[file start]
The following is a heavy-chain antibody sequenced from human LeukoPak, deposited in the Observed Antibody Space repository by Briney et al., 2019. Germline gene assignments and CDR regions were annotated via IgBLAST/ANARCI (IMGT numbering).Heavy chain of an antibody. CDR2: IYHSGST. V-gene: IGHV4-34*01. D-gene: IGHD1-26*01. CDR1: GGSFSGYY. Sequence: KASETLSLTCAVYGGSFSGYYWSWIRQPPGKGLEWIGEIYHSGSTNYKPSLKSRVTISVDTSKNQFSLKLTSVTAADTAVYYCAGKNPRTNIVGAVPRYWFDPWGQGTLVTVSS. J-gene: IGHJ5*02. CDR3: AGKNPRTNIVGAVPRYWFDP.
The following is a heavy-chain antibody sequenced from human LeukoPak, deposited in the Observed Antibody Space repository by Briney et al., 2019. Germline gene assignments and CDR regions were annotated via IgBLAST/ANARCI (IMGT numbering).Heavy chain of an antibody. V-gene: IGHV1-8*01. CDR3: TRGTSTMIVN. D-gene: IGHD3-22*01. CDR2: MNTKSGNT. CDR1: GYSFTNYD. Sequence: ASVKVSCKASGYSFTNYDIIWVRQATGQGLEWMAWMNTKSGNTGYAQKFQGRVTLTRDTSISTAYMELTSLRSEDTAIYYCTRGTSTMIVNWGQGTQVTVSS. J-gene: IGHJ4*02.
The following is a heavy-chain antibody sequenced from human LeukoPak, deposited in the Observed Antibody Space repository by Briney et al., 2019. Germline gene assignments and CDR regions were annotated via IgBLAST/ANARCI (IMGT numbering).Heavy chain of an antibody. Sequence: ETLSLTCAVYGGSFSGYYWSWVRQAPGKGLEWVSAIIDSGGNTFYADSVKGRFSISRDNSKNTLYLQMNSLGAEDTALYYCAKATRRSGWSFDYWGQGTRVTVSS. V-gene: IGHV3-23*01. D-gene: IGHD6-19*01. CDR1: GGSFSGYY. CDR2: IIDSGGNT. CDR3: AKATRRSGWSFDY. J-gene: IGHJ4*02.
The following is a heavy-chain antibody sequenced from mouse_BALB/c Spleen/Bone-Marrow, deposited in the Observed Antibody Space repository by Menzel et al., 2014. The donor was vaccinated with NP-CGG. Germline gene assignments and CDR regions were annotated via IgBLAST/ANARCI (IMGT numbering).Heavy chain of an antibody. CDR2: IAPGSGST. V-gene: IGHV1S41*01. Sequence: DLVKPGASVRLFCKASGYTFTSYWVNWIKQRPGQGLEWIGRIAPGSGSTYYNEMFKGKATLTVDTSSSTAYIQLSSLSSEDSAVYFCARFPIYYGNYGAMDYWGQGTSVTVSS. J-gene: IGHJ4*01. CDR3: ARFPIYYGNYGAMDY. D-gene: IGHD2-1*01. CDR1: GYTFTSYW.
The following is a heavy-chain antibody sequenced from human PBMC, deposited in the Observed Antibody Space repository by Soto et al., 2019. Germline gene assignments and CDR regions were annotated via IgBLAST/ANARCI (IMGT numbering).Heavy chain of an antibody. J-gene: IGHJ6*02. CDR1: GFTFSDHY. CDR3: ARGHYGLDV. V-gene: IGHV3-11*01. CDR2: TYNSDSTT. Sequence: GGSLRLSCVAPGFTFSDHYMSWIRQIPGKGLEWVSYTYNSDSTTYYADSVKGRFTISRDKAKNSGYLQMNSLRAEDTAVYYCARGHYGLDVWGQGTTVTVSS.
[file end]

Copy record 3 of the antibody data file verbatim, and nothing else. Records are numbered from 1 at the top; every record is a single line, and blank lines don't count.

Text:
The following is a heavy-chain antibody sequenced from human LeukoPak, deposited in the Observed Antibody Space repository by Briney et al., 2019. Germline gene assignments and CDR regions were annotated via IgBLAST/ANARCI (IMGT numbering).Heavy chain of an antibody. Sequence: ETLSLTCAVYGGSFSGYYWSWVRQAPGKGLEWVSAIIDSGGNTFYADSVKGRFSISRDNSKNTLYLQMNSLGAEDTALYYCAKATRRSGWSFDYWGQGTRVTVSS. V-gene: IGHV3-23*01. D-gene: IGHD6-19*01. CDR1: GGSFSGYY. CDR2: IIDSGGNT. CDR3: AKATRRSGWSFDY. J-gene: IGHJ4*02.